Does Tony Stark have another Arc Reactor embedded in his body? Other than the Arc Reactors in the Iron Man suits, I mean.

  • Have you seen Iron Man 3? I don't want to spoil it for you, but if you're seeing anything past then, you're going to get differing answers.
    – user40790
    May 9, 2016 at 16:12
  • @Axelrod - Hence why I've listed the films in which he does, and the film in which he doesn't. Simples.
    – Valorum
    May 9, 2016 at 16:52
  • @Richard Yes, you did a great job updating your answer to include something I asked about before I was going to post. -_-
    – user40790
    May 9, 2016 at 16:59
  • 1
    @Axelrod - My heart bleeds for you :-P
    – Valorum
    May 9, 2016 at 17:03
  • Going by the movies, I thought the reactor embedded in his chest did double duty - keeping him alive AND powering his suit. Didn't think the suit had its own reactor.
    – Anthony X
    Oct 15, 2016 at 2:19

1 Answer 1


Throughout the Iron Man films (I, II and III) Tony Stark has arc reactors embedded in his chest. In the films they power the electromagnet that prevents shrapnel from entering his heart.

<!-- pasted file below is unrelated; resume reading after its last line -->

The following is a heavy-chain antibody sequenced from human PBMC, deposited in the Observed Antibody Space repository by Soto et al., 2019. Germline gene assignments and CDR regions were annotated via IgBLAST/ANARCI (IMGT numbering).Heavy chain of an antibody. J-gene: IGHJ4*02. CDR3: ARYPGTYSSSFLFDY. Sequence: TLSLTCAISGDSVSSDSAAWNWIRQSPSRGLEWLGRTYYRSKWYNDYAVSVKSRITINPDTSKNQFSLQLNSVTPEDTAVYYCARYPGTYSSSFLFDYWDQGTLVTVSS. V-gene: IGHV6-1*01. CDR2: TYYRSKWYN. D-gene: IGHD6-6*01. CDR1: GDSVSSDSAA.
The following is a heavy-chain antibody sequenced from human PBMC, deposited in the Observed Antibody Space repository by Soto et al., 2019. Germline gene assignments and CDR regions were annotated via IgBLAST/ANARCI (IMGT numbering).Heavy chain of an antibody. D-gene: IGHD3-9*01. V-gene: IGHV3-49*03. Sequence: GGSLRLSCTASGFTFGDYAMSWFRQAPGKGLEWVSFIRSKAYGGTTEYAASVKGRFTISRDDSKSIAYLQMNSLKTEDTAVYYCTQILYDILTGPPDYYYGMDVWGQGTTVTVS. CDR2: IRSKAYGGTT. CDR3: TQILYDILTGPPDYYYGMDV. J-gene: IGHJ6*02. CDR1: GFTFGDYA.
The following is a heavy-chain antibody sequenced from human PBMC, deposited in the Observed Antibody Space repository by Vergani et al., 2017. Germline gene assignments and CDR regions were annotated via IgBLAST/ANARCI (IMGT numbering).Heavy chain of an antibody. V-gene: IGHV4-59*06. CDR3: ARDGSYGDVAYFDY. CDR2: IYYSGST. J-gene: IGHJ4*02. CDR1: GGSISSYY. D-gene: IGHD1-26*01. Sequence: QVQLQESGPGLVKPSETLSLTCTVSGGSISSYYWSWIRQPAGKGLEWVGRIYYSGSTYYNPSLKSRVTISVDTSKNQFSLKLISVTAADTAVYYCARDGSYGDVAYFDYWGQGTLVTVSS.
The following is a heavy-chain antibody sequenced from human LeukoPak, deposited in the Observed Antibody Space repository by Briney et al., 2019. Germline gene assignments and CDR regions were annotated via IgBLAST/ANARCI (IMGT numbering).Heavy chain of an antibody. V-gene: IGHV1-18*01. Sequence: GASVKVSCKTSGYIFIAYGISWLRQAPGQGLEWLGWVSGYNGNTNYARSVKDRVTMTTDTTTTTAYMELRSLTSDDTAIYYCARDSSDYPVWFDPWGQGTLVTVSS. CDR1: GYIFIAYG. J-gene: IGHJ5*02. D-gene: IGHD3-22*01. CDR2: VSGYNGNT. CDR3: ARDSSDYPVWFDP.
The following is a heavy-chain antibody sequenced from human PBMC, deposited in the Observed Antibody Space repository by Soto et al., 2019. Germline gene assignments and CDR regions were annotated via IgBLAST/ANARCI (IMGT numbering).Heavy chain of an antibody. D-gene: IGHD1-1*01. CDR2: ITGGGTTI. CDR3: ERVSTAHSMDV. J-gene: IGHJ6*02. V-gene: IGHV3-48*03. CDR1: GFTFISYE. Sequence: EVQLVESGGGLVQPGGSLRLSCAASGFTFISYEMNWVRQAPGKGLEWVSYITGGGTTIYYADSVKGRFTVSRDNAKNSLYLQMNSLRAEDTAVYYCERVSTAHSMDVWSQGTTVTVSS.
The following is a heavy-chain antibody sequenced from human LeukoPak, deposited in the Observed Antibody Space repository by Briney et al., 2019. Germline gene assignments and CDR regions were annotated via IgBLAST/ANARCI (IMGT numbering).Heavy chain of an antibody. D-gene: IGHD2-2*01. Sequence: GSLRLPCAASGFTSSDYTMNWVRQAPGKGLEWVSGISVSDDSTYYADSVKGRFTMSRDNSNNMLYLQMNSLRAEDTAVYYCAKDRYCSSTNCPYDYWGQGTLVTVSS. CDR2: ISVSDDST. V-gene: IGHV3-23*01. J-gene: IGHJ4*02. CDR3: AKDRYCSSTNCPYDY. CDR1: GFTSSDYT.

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At the end of Iron Man III, he finally has the surgery needed to remove the shrapnel, obviating the need to have an arc reactor embedded into his chest.

Note that the latest MCU movies (Avengers II, Captain America: Civil War) are set after Iron Man III, which means that he doesn't have an arc reactor in his chest in these films.

  • 1
    You're killing me, Richard.
    – user40790
    May 9, 2016 at 16:42
  • 3
    In fact, there are a couple of places in Civil War where you can see Tony's chest, and a scar is visible where the arc reactor once was.
    – Irishpanda
    May 9, 2016 at 16:45
  • 1
    Does this mean Loki could have been able to control Iron Man if he had the patience to wait until now before attacking? geeksandcleats.com/wp-content/uploads/2014/11/… May 9, 2016 at 17:36
  • 1
    Oh, well that answers my question about Tony not dying in Civil War.
    – DCShannon
    May 9, 2016 at 21:57
  • 1
    @JohnSensebe - Generally you'd fill such a large surgical cavity with a silicone implant or sterile collagen fleece.
    – Valorum
    May 9, 2016 at 22:51

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